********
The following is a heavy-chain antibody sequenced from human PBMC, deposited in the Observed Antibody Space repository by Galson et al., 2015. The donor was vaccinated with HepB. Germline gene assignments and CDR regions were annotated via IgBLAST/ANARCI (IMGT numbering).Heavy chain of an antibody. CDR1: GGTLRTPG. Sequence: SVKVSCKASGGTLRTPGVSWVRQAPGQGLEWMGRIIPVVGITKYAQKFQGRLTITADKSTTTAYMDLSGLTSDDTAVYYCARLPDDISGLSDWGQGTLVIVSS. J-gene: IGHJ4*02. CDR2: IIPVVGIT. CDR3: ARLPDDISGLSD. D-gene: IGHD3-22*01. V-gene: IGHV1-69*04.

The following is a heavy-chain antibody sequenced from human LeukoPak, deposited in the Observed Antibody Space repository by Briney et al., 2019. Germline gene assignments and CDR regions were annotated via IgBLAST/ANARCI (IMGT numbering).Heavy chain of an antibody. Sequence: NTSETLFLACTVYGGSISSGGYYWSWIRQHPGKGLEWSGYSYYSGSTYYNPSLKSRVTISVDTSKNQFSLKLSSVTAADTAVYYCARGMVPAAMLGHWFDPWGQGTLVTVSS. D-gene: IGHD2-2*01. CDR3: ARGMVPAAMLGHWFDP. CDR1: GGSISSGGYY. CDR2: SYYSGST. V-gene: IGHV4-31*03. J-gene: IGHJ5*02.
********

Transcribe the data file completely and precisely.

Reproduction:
The following is a heavy-chain antibody sequenced from human PBMC, deposited in the Observed Antibody Space repository by Galson et al., 2015. The donor was vaccinated with HepB. Germline gene assignments and CDR regions were annotated via IgBLAST/ANARCI (IMGT numbering).Heavy chain of an antibody. CDR1: GGTLRTPG. Sequence: SVKVSCKASGGTLRTPGVSWVRQAPGQGLEWMGRIIPVVGITKYAQKFQGRLTITADKSTTTAYMDLSGLTSDDTAVYYCARLPDDISGLSDWGQGTLVIVSS. J-gene: IGHJ4*02. CDR2: IIPVVGIT. CDR3: ARLPDDISGLSD. D-gene: IGHD3-22*01. V-gene: IGHV1-69*04.

The following is a heavy-chain antibody sequenced from human LeukoPak, deposited in the Observed Antibody Space repository by Briney et al., 2019. Germline gene assignments and CDR regions were annotated via IgBLAST/ANARCI (IMGT numbering).Heavy chain of an antibody. Sequence: NTSETLFLACTVYGGSISSGGYYWSWIRQHPGKGLEWSGYSYYSGSTYYNPSLKSRVTISVDTSKNQFSLKLSSVTAADTAVYYCARGMVPAAMLGHWFDPWGQGTLVTVSS. D-gene: IGHD2-2*01. CDR3: ARGMVPAAMLGHWFDP. CDR1: GGSISSGGYY. CDR2: SYYSGST. V-gene: IGHV4-31*03. J-gene: IGHJ5*02.